Program Standards

Standards for a Successful Courthouse Dog® Program

  • Dog is a graduate of an accredited assistance dog school.
    • These nonprofit organizations are accredited by Assistance Dogs International (ADI). A list of accredited assistance dog organizations can be found on the ADI web site.
    • A graduate dog that assists a professional in his/her work is termed a “facility dog”.
    • The dog’s handler is a working professional in the legal field. Examples of suitable handlers include victim advocates, detectives, forensic interviewers, and assistant prosecutors. These professionals have received extensive training from the assistance dog organization about how to handle and care for their dog.
  • Involved staff members have been trained in handling/use of the dog by professionals knowledgeable in the work that the dog will be doing about the legal aspects of incorporating a courthouse facility dog in the investigation and prosecution of crimes as well as handling/use of the dog during those proceedings.

The Dog

A facility dog is not a service dog, as it does not assist a person with a disability, nor does it have public access (except in the State of Washington). As a facility dog, it assists professionals by improving the quality of their work. Examples of other venues where facility dogs are used include special education classrooms, occupational therapy clinics, and veterans’ hospitals.

As a graduate from an accredited service dog organization, the dog will come to your office after approximately 2 years of training. It will have passed the same public access test that is used to ensure that guide dogs are safe in public as they work with their visually impaired owners.  For another example of the importance of ADI accreditation, the US Department of Veteran Affairs has ruled that only graduate dogs from ADI accredited organizations meet the high standards to work with disabled veterans – please see the VA’s statement in the Federal Register. This same high standard should be applied to dogs that will be interacting with vulnerable crime victims during critical legal proceedings.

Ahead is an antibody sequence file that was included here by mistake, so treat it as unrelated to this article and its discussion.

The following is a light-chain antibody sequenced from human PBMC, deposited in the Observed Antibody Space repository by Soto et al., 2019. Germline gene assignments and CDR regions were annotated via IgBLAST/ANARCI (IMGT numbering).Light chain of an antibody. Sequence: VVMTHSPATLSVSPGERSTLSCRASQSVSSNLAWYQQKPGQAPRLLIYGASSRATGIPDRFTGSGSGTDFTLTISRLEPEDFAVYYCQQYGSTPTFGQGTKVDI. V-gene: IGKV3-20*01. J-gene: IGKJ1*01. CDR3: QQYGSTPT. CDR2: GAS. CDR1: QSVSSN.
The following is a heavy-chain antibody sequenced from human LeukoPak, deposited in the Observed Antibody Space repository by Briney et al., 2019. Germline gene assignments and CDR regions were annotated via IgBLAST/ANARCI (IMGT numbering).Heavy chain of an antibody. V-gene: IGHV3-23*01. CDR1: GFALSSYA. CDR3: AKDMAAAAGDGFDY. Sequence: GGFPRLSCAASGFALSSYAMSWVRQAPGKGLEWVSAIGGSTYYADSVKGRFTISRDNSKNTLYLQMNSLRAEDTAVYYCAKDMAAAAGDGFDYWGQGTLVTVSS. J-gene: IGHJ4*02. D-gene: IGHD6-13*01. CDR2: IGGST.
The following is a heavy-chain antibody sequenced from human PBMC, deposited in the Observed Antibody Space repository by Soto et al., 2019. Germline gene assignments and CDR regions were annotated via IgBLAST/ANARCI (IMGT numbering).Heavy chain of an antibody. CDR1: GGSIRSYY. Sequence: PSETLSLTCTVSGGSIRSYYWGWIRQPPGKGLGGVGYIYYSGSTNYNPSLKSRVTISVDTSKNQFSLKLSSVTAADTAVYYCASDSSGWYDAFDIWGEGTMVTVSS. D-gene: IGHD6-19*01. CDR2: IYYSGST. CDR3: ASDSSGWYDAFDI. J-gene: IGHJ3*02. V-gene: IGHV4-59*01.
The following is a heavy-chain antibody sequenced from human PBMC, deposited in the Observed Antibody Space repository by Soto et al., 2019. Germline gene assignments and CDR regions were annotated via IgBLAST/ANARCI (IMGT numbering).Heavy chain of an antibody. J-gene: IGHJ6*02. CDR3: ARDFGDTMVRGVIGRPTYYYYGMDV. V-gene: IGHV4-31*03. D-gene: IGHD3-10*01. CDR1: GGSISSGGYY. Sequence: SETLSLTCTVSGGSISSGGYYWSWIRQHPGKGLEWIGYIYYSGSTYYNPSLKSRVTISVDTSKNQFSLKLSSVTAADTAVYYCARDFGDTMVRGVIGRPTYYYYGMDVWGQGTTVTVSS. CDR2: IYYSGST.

The Handler

Lieutenant Michael Browett, Reno PD, and facility dog Winter, trained by Canine Companions

A courthouse facility dog will require a primary handler who is employed by your office. The dog will live with the handler and this person will be primarily responsible for the dog’s care. The dog will consider this person to be his or her owner. The handler is usually a victim advocate, forensic interviewer, law enforcement officer, or assistant district attorney because the dog will be assisting this person most of the time. In addition to the primary handler, there may be one or two other people who are trained to work with and care for the dog when the primary handler is unavailable.

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